Encouraging a ‘Big Conversation’ around Early Life Nutrition

 

Although many policy makers acknowledge that good nutrition in early life is important, it is still not seen as a top priority to achieve in practice. Many have been less engaged in children’s nutritional needs in the early years, focusing instead on supporting young children’s educational and social development.

At Danone Nutricia Early Life Nutrition we want to play our part in securing better outcomes in early life. As a nutrition company, we take our responsibility to provide nutritious, age appropriate foods and practical information to families, carers and professionals very seriously. Beyond this, we want to understand what works and doesn’t work in reality for parents and their children and why – and how, alongside the professionals and experts, we can work together to make it better.

To explore this area, Danone Nutricia commissioned BritainThinks, one of the pioneers of deliberative research in the UK, to conduct a daylong event which brought 60 parents, carers and professionals together in Birmingham in June 2014 to share their experiences face to face.

We came away from the discussion with some valuable insights about how the barriers to good early life nutrition present themselves in everyday lives. These are captured in a report available to download below. Crucially our participants were often able to identify actions they or others could undertake to address specific, immediate, obstacles but less able to identify ways to tackle longer term underlying problems.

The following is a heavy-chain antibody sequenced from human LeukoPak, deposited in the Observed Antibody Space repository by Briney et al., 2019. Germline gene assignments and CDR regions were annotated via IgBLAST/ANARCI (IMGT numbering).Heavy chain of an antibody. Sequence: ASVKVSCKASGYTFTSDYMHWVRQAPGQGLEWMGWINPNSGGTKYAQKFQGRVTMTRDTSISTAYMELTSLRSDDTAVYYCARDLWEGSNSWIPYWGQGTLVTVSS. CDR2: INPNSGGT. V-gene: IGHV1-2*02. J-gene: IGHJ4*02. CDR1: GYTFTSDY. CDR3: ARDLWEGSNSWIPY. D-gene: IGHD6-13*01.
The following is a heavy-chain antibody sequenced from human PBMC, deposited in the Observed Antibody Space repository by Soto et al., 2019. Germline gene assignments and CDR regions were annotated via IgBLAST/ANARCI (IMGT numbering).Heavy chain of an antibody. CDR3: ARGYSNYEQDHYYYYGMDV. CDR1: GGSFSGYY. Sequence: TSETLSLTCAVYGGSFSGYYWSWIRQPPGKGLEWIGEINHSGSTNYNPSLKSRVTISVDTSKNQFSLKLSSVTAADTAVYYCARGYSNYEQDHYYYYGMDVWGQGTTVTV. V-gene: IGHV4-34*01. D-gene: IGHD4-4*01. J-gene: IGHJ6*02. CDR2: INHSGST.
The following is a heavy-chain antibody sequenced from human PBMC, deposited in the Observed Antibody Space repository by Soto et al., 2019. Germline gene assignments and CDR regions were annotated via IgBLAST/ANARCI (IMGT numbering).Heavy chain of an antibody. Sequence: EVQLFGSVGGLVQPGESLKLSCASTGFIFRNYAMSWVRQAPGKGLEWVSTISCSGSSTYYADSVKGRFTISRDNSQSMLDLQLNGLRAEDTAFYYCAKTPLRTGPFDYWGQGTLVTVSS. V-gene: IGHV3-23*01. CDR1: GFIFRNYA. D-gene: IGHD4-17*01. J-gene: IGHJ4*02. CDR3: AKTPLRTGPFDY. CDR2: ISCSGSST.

Our report also raises some pressing questions – in particular the lack of confidence around a clear ‘what is good for us’ goal for early life nutrition that parents feel is attainable and applicable to their lives. With a number of different people caring, shopping for and feeding young children in today’s society, a single common vision and sense of purpose regarding early life nutrition is more important than ever.

Key insights:

  • Parents often feel pushed into making affordable food choices, rather than the choices that are right for them and their families
  • Information overload leaves parents confused and uncertain so they feel paralysed to act or just ‘muddle through’
  • Eating patterns are often unstructured with people eating more frequently & possibly less healthily
  • Responsibility for feeding a young child is often shared between several adults and in different childcare settings and parents find it hard to provide consistency in what and how their children are fed.

Key questions for policymakers to address:

  • How can we help parents and carers build their confidence so they feel they can achieve the ‘good for us goal’ either for themselves or for their children?
  • How can we better take into account that caring for, shopping and feeding young children is now the responsibility of more than just parents?
  • How should we help parents and carers overcome non-food (as well as food) barriers, which make it difficult for them to provide good early life nutrition?
  • How can we offer parents and carers a trusted guide and partner to help them make the right choices in parenting and in nutrition?

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Download the Big Conversation Report